Crossing guard protected kids, nurtured animals
When Cecelia Ross' two sons were young and wanted to see some animals, they would visit a familiar place.
“My kids grew up going to Grandma Gert's house instead of going to the zoo,” Ross said.
At Gertrude Ross' home, they would find a menagerie of animals, from dogs to raccoons to monkeys. Mrs. Ross would care for any animal in need when she was off duty during 50 years of shifts as a crossing guard on Mt. Royal Boulevard for Shaler Area School District, her family said.
Gertrude Ross of Shaler died on Sunday, May 19, 2013. She was 94.
“She was a very unique person. She just loved her animals to death,” Cecelia Ross said of her mother-in-law.
Dan Ross remembers his mother taking in injured wild and stray animals when he was in grade school. Mrs. Ross' first “patients” were a young raccoon, a baby crow, some cardinals and a chipmunk.
“People heard about her and would call” with injured or abandoned animals, Dan Ross said. “The police even started to do it, too.”
“She just felt that she was helping (the animals),” he said.
Over the decades, Mrs. Ross cared for hundreds of animals, her family said.
Her nurturing personality was a natural fit for a job ensuring the safety of children daily as a crossing guard, but she could be tough, Cecelia Ross said. Mrs. Ross had hand-held stop signs and cones in her car and wasn't afraid to use them, she said.
“She was the type of person who said what she wanted to say, and if you didn't like it, too bad,” Cecelia Ross said.
She was overwhelmed by her mother-in-law's animal collection at first, but “after awhile you got to see that her heart was so kind.”
“She just loved the school and the animals,” Ross said.
In an August 1996 interview, Mrs. Ross told a Tribune-Review reporter, “People tell me I'll get my reward in heaven, but I've had my reward right here on Earth.”
Mrs. Ross and her late husband, Paul V. Ross, had two children, Daniel Ross and Paul Ross, four grandchildren and three great-grandchildren.
Friends are invited to attend a memorial blessing service at 11:30 a.m. Saturday in the chapel of Kyper Funeral Home in Glenshaw. A private interment will be held in Mt. Royal Cemetery in Glenshaw.
Memorial contributions in Mrs. Ross' memory can be made to the Humane Society of Western Pennsylvania or Animal Full Life Rescue Inc.
Renatta Signorini is a staff writer for Trib Total Media. She can be reached at 724-837-5374 or firstname.lastname@example.org.
Show commenting policy
TribLive commenting policy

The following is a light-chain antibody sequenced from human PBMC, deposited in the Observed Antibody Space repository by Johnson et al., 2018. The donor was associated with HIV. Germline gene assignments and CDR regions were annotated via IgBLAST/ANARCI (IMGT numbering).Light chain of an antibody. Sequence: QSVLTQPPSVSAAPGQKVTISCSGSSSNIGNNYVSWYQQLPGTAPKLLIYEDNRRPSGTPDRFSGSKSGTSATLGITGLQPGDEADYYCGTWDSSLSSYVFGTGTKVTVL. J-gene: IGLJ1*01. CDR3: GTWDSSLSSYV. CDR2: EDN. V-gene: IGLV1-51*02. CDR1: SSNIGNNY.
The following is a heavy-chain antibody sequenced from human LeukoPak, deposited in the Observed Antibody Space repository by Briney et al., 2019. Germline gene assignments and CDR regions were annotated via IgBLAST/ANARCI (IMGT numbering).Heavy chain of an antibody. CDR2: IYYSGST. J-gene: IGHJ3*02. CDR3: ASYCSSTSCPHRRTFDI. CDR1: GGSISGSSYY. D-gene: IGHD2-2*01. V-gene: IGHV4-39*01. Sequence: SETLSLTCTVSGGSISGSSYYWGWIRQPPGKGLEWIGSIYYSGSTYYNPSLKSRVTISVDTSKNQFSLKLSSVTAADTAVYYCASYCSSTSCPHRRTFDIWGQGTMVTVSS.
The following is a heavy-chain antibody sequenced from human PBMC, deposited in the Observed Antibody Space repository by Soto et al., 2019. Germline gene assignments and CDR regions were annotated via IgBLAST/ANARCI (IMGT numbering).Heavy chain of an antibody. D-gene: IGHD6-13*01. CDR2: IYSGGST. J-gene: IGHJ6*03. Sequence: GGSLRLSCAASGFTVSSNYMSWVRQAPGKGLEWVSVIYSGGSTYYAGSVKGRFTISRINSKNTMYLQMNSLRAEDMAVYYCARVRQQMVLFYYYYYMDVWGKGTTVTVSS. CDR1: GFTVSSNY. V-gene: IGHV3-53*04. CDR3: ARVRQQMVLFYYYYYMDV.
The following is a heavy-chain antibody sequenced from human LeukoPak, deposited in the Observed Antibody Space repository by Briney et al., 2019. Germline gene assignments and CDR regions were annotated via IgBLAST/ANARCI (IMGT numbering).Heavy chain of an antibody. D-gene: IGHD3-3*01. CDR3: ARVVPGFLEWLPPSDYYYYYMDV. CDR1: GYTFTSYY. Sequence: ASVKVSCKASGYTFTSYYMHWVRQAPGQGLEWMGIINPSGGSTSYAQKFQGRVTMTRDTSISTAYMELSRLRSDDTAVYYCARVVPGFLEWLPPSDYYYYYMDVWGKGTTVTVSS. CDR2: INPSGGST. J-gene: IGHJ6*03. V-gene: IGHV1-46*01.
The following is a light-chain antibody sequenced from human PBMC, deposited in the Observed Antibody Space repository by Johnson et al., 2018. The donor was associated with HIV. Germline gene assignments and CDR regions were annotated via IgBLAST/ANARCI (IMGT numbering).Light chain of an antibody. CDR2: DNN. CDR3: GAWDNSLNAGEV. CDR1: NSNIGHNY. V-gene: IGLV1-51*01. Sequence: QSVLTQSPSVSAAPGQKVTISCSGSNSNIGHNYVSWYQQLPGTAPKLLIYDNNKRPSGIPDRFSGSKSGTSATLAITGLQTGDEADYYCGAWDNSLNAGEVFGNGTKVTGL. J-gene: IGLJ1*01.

You are solely responsible for your comments and by using TribLive.com you agree to our Terms of Service.
We moderate comments. Our goal is to provide substantive commentary for a general readership. By screening submissions, we provide a space where readers can share intelligent and informed commentary that enhances the quality of our news and information.
While most comments will be posted if they are on-topic and not abusive, moderating decisions are subjective. We will make them as carefully and consistently as we can. Because of the volume of reader comments, we cannot review individual moderation decisions with readers.
We value thoughtful comments representing a range of views that make their point quickly and politely. We make an effort to protect discussions from repeated comments either by the same reader or different readers.
We follow the same standards for taste as the daily newspaper. A few things we won't tolerate: personal attacks, obscenity, vulgarity, profanity (including expletives and letters followed by dashes), commercial promotion, impersonations, incoherence, proselytizing and SHOUTING. Don't include URLs to Web sites.
We do not edit comments. They are either approved or deleted. We reserve the right to edit a comment that is quoted or excerpted in an article. In this case, we may fix spelling and punctuation.
We welcome strong opinions and criticism of our work, but we don't want comments to become bogged down with discussions of our policies and we will moderate accordingly.
We appreciate it when readers and people quoted in articles or blog posts point out errors of fact or emphasis and will investigate all assertions. But these suggestions should be sent via e-mail. To avoid distracting other readers, we won't publish comments that suggest a correction. Instead, corrections will be made in a blog post or in an article.
- Steelers opt for youth, speed while revamping roster
- Steelers finalize 53-man roster
- Timing of summer’s end a matter of perspective for Western Pennsylvanians
- Starkey: Pitt does its duty
- Carnegie Mellon grad’s tweak to tweets turns 7
- VND roundup: Kiski Area wins boys soccer opener
- White House threat sparks call for wider immigration debate
- Pilot in Atlantic Ocean crash lost consciousness, Coast Guard says
- Chemical mix sickens two from South Greensburg
- High school roundup: Seton-La Salle captures Century Conference win
- EU preps further sanctions on Russia as ‘full-scale war’ looms in Ukraine